Dave and Nicholas, married for seven years now, are happily settled together – but as an Australian prime minister once observed, “Life wasn’t meant to be easy.” An unexpected threat to their beloved waterhole forces Dave to try asserting unofficial custodianship of the Dreamtime site, and a visit from Nicholas’s nephew Robin doesn’t help as he brings his own surprises. And there’s always the question of Nicholas’s health hanging over their heads…

Buy links:

Author’s bio:

Julie Bozza is an English-Australian hybrid who is fuelled by espresso, calmed by knitting, unreasonably excited by photography, and madly in love with Colin Morgan and John Keats.

Author’s links:

Excerpt:

The next morning saw Dave and Nicholas at the airport early to collect Robin. They joined the line-up leaning on the waist-high barriers, greeted with nods and friendly monosyllables from the drivers and tour operators and such, some of whom had known Dave since he was a kid. “Brought the missus with you, then?” one of them commented to Dave.

Nicholas snorted with quiet humour, but Dave answered seriously enough. “Yeah, his nephew’s coming to visit for his summer holidays. Well, you know … it’s winter here, summer up there.”

“Got everything arse-about, them Poms.”

“You just wait,” Nicholas muttered darkly. “The magnetic poles will reverse, and then where will you be?”

“Still in God’s own country, mate!”

“So you will,” Nicholas happily responded. “And so will I!”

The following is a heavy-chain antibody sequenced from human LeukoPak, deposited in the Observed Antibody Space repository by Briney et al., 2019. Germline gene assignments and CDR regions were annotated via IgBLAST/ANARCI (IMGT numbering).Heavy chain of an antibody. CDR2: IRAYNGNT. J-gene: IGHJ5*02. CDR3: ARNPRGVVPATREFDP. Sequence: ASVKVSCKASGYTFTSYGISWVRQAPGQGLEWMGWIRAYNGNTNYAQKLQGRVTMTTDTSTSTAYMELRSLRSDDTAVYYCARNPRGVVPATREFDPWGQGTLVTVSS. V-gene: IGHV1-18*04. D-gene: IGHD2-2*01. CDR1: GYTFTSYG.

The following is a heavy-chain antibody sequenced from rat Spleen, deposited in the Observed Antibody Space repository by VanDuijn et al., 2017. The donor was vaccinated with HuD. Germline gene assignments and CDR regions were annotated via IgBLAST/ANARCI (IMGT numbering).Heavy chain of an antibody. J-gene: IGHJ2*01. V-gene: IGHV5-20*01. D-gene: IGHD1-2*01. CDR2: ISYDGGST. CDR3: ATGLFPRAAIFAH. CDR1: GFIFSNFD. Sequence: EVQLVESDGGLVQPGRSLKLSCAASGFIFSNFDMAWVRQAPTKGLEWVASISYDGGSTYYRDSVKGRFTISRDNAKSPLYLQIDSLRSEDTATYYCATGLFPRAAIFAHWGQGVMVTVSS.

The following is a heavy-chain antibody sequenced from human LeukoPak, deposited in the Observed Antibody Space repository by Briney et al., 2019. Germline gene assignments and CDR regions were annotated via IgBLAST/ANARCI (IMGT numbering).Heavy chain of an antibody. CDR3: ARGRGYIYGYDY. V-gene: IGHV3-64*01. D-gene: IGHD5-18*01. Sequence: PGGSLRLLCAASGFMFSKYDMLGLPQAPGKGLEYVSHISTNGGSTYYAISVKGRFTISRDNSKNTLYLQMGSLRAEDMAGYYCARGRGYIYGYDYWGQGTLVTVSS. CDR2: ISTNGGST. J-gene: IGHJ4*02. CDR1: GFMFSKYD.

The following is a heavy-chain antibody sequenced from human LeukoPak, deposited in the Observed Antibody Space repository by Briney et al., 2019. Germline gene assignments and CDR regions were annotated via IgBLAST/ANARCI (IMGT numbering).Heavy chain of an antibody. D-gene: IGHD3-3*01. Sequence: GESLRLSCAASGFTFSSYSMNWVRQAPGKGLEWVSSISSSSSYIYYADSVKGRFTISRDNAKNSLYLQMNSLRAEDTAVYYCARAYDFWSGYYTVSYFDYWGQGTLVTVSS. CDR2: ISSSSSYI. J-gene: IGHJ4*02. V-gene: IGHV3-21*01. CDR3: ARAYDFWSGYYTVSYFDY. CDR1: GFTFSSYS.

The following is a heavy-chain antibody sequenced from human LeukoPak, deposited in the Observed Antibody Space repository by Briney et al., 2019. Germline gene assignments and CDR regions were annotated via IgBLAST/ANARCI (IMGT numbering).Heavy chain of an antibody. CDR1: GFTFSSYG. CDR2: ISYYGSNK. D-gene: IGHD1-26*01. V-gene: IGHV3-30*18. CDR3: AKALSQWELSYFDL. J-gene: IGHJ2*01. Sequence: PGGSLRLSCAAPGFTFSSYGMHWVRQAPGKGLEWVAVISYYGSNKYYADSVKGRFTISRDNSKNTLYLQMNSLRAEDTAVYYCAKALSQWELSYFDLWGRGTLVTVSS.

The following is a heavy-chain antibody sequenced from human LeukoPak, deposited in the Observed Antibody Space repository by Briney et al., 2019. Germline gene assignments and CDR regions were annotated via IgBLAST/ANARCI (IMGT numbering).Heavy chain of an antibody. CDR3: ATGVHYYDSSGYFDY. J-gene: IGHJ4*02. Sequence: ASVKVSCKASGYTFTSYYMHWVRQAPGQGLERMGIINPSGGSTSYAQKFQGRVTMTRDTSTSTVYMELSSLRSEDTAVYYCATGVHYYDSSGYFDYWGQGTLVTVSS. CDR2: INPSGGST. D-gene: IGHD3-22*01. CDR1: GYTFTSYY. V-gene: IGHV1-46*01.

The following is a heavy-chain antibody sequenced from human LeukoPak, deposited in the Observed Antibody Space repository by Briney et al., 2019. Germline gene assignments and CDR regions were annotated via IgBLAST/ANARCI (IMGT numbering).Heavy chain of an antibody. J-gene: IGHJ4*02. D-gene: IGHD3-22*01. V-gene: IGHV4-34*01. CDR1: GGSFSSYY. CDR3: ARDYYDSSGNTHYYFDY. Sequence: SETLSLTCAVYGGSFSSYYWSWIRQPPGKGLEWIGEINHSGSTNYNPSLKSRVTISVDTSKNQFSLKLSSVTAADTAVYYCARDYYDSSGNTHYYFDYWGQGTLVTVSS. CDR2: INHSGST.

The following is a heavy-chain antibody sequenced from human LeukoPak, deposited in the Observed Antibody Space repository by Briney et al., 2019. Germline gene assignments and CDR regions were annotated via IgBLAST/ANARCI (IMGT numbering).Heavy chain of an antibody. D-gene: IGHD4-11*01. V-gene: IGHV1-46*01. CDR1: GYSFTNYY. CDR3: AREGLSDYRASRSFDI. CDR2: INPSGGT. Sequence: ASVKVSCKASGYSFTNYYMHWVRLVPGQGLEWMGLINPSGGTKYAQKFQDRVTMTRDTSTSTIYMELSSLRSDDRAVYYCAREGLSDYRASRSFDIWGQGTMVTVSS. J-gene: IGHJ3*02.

There was a general round of laughter, and then everyone fell back to their earlier silence or desultory talk. Nicholas nudged Dave with an elbow, and indicated the cold hard floor on the other side of the barriers. “That’s where I was when I saw you for the very first time.”

The guy on the other side of Dave asked, “Love at first sight, was it?”

“I get a lot of that,” Dave remarked.

“What can you do?” was the sympathetic response.

“I fancied him so badly!” Nicholas declared. “It wasn’t love, I don’t suppose – not back then. But that’s where it began. That’s where our story began.”

A resounding silence greeted this. Far too much information to be sharing with Aussie blokes of either gender. Dave was blushing, a little, but he couldn’t deny that he was pleased. No doubt his own smile was as fond as one of Nicholas’s, despite him trying to repress it. He hardly knew where to look.

But finally someone snorted, and someone else spluttered into laughter, and the embarrassment was lost in the general hubbub, or maybe just transformed into something else, something better. “Someone’s overdone it with the coffee this morning,” was one comment. – “That’s why I never bring my missus along,” another observed. – “Jeez, there’s a decent hour and a private place for that kind of thing …”

Dave and Nicholas leant there on the barrier together, pressed shoulder to shoulder, letting the jibes wash over them. And eventually Dave dared to glance at his husband, and he saw Nicholas’s lips curling in infinite amusement … and Dave could hardly even begin to measure his own happiness. He hadn’t seen the edges of it for years.